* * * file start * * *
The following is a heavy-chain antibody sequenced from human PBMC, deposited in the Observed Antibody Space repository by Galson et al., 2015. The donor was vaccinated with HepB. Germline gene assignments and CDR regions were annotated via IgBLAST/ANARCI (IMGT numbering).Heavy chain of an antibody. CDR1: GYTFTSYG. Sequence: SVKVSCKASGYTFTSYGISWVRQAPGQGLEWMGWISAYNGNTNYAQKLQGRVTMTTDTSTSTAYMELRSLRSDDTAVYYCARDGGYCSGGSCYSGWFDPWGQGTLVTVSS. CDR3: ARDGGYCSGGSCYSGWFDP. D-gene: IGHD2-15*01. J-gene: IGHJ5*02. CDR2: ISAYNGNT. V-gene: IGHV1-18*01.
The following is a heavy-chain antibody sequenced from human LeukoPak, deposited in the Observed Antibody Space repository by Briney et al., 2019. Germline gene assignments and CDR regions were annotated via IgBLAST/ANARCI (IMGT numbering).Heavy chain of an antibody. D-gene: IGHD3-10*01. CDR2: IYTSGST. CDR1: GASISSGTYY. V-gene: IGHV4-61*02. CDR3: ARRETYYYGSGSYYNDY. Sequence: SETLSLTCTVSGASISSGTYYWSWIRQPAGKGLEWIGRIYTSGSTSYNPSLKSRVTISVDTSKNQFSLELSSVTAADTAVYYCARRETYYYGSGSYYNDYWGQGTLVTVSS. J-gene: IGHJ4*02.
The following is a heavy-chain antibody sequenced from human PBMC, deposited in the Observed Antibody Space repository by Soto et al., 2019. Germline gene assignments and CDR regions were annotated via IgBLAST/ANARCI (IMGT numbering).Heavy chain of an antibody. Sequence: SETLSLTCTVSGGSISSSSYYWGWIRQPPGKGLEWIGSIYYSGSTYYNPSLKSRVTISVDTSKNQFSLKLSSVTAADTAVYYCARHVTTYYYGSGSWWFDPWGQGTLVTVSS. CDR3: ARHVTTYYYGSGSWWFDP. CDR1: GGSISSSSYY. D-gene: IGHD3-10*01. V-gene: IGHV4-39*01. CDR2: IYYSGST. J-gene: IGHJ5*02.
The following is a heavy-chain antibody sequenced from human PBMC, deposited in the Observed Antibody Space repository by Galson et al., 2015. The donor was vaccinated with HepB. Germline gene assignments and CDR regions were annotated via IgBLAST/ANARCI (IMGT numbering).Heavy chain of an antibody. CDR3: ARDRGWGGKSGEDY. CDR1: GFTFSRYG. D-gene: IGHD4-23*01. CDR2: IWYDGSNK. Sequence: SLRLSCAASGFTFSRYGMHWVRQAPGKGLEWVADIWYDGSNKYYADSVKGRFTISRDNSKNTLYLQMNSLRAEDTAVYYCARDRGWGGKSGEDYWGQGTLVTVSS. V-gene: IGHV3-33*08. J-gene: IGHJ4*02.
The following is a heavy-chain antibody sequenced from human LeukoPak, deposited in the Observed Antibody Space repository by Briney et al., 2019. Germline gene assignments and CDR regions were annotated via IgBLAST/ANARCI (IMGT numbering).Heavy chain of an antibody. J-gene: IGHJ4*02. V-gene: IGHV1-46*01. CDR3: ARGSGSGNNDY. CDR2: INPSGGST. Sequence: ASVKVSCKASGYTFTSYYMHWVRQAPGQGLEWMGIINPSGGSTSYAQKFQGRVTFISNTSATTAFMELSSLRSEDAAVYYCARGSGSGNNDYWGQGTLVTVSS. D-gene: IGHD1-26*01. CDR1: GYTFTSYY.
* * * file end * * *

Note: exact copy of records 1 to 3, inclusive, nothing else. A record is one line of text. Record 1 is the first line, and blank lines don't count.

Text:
The following is a heavy-chain antibody sequenced from human PBMC, deposited in the Observed Antibody Space repository by Galson et al., 2015. The donor was vaccinated with HepB. Germline gene assignments and CDR regions were annotated via IgBLAST/ANARCI (IMGT numbering).Heavy chain of an antibody. CDR1: GYTFTSYG. Sequence: SVKVSCKASGYTFTSYGISWVRQAPGQGLEWMGWISAYNGNTNYAQKLQGRVTMTTDTSTSTAYMELRSLRSDDTAVYYCARDGGYCSGGSCYSGWFDPWGQGTLVTVSS. CDR3: ARDGGYCSGGSCYSGWFDP. D-gene: IGHD2-15*01. J-gene: IGHJ5*02. CDR2: ISAYNGNT. V-gene: IGHV1-18*01.
The following is a heavy-chain antibody sequenced from human LeukoPak, deposited in the Observed Antibody Space repository by Briney et al., 2019. Germline gene assignments and CDR regions were annotated via IgBLAST/ANARCI (IMGT numbering).Heavy chain of an antibody. D-gene: IGHD3-10*01. CDR2: IYTSGST. CDR1: GASISSGTYY. V-gene: IGHV4-61*02. CDR3: ARRETYYYGSGSYYNDY. Sequence: SETLSLTCTVSGASISSGTYYWSWIRQPAGKGLEWIGRIYTSGSTSYNPSLKSRVTISVDTSKNQFSLELSSVTAADTAVYYCARRETYYYGSGSYYNDYWGQGTLVTVSS. J-gene: IGHJ4*02.
The following is a heavy-chain antibody sequenced from human PBMC, deposited in the Observed Antibody Space repository by Soto et al., 2019. Germline gene assignments and CDR regions were annotated via IgBLAST/ANARCI (IMGT numbering).Heavy chain of an antibody. Sequence: SETLSLTCTVSGGSISSSSYYWGWIRQPPGKGLEWIGSIYYSGSTYYNPSLKSRVTISVDTSKNQFSLKLSSVTAADTAVYYCARHVTTYYYGSGSWWFDPWGQGTLVTVSS. CDR3: ARHVTTYYYGSGSWWFDP. CDR1: GGSISSSSYY. D-gene: IGHD3-10*01. V-gene: IGHV4-39*01. CDR2: IYYSGST. J-gene: IGHJ5*02.